- 4 T. extra-virgin olive oil, divided
- 4 (3 oz. each) filets of trout
- ½ c. sliced shallots or red onion
- 3 garlic cloves, minced
- ½ c. white wine
- 2 T. chopped walnuts
- ½ c. diced tomatoes
- 1/4 t. hot red pepper flakes
- 3 T. chopped fresh tarragon
- 6 T. cold butter, cut in chunks
- Salt and pepper to taste
- ¼ c. shaved Parmesan cheese
Heat 3 tablespoons of oil in a sauté pan over medium heat and cook each piece of fish for 4 minutes on the flesh side. Turn and continue cooking for 1 minute on the other side. Remove from pan and keep warm.
Heat 1 tablespoon of oil; add shallots and sauté for 2-3 minutes. Add garlic and sauté for an additional minute.
With the pan still over medium heat, deglaze the pan with white wine. Add walnuts and tomatoes. Let wine reduce by half. Then add pepper flakes into the sauce and remove from the heat. Add the tarragon and then slowly add chunks of the butter stirring to incorporate the butter until the sauce looks creamy. Taste and adjust salt and pepper as desired.
Place the fish filets on a platter. Pour the pan sauce evenly over each piece. Garnish with parmesan cheese. Serve and enjoy.
Learn More About tarragon
The French have their King of Herbs and it is estragon—in English, tarragon. The traditional fines herbes (feen-ZERB) is a blend of fragrant herbs that usually includes parsley, chives, and chervil; and always includes tarragon. Fines herbes is used extensively in French cooking to season mild flavored chicken, fish, and egg dishes. Additionally, tarragon is an essential ingredient in béarnaise, hollandaise, and other French sauces.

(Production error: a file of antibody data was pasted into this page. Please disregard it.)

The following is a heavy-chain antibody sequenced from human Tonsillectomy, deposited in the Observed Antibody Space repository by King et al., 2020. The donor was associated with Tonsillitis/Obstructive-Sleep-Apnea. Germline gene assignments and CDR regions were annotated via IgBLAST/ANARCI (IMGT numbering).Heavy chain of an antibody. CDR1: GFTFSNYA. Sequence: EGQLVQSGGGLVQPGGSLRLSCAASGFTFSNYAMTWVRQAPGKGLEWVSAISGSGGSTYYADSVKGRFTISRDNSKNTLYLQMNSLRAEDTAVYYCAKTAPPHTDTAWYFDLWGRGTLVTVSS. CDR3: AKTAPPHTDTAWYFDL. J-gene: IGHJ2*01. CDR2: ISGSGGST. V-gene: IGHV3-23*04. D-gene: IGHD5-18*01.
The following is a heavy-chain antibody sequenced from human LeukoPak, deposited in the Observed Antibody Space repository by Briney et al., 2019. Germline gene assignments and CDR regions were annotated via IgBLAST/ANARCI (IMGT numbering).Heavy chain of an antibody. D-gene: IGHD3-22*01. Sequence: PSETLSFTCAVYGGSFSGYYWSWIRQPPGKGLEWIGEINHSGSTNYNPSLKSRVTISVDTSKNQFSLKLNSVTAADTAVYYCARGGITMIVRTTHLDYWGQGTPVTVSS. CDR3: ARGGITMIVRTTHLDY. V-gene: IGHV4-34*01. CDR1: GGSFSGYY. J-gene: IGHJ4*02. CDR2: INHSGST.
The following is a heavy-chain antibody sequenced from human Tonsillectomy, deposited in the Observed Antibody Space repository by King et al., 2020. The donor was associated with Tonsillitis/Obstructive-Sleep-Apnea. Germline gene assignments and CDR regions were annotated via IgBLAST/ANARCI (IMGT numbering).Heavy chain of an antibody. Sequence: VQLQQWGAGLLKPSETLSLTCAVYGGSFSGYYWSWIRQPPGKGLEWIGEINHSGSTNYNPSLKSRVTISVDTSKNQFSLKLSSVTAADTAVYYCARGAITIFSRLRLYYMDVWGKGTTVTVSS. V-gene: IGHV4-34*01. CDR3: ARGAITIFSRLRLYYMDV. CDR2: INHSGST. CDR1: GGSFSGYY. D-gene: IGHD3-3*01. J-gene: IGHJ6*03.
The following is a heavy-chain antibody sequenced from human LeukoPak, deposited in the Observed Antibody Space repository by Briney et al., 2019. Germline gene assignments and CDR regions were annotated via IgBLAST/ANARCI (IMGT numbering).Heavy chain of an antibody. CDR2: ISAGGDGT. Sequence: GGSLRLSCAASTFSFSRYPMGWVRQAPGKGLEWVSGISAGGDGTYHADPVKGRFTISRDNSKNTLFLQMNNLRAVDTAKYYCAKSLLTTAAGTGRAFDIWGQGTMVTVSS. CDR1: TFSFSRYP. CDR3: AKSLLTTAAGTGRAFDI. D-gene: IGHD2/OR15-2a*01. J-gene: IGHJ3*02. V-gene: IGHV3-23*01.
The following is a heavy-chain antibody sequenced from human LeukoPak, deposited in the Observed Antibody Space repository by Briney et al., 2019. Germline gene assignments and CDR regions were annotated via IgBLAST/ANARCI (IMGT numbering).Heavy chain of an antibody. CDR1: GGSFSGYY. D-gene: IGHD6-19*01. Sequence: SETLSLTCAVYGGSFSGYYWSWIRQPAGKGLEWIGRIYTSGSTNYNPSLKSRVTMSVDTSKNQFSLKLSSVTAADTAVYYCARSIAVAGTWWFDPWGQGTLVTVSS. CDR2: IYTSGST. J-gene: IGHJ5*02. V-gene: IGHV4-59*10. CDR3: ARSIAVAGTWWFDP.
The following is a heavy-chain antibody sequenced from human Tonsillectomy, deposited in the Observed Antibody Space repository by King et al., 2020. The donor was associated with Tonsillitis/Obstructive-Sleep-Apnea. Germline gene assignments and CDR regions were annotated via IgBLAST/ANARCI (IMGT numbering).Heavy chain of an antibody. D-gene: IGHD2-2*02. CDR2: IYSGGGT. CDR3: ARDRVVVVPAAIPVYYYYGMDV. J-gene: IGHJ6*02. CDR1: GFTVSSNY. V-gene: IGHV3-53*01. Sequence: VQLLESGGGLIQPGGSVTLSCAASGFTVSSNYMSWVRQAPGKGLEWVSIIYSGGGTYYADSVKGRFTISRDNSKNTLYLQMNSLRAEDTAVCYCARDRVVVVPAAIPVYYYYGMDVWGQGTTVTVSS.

Even if we had kings in the US, tarragon wouldn’t be crowned. No, the reigning herb in the US is basil with cilantro, thyme, parsley, oregano, and dill filling the royal court (herb garden). Could we make room for tarragon? As more people garden and work edibles into their landscape plantings, tarragon with its fragrant long narrow leaves may find a place.
Tarragon’s unique bittersweet and peppery flavor, reminiscent of anise, is best in spring and early summer. Hot weather causes the plant to bolt (to flower then go to seed) and turn bitter. But, it’s still fragrant and looks pretty in the heat of the summer. If the temperatures have been warm, taste it before using.
While fresh tarragon is not so easy to find here in the US, substituting dried tarragon for fresh is not a good idea. Like so many herbs, drying diminishes its fresh, soft flavor and it ends up tasting grassy or like nothing at all.
If you find a source of fresh tarragon, you can preserve its flavor by making tarragon butter or vinegar. Be sure to snip the leaves early in the season. To make tarragon butter: combine ½ c. softened unsalted butter, ¼ c. Dijon mustard, 2 t. chopped fresh tarragon leaves, plus salt and pepper to taste. Herb butter keeps in the fridge for 2 or 3 days and freezes well. To make tarragon vinegar, place tarragon leaves in white wine vinegar and let it steep for 2 to 3 weeks.
Consider adding fresh tarragon to some of your culinary creations. You may learn to love this herb as much as the French do!
In this recipe Chef Kurt teaches you how to make nouc cham, a classic Vietnamese dipping sauce. Balance the amount of lime juice, fish sauce and sugar to suit your preference for sour, salty, and sweet. Serve over vegetables or as a condiment for dipping.
Meatballs in red sauce are classic all over the world. The spice defines the cuisine. For these lamb meatballs, a sauce might begin with tomatoes or red peppers; season with coriander and cinnamon; finish with fresh mint; then serve over couscous.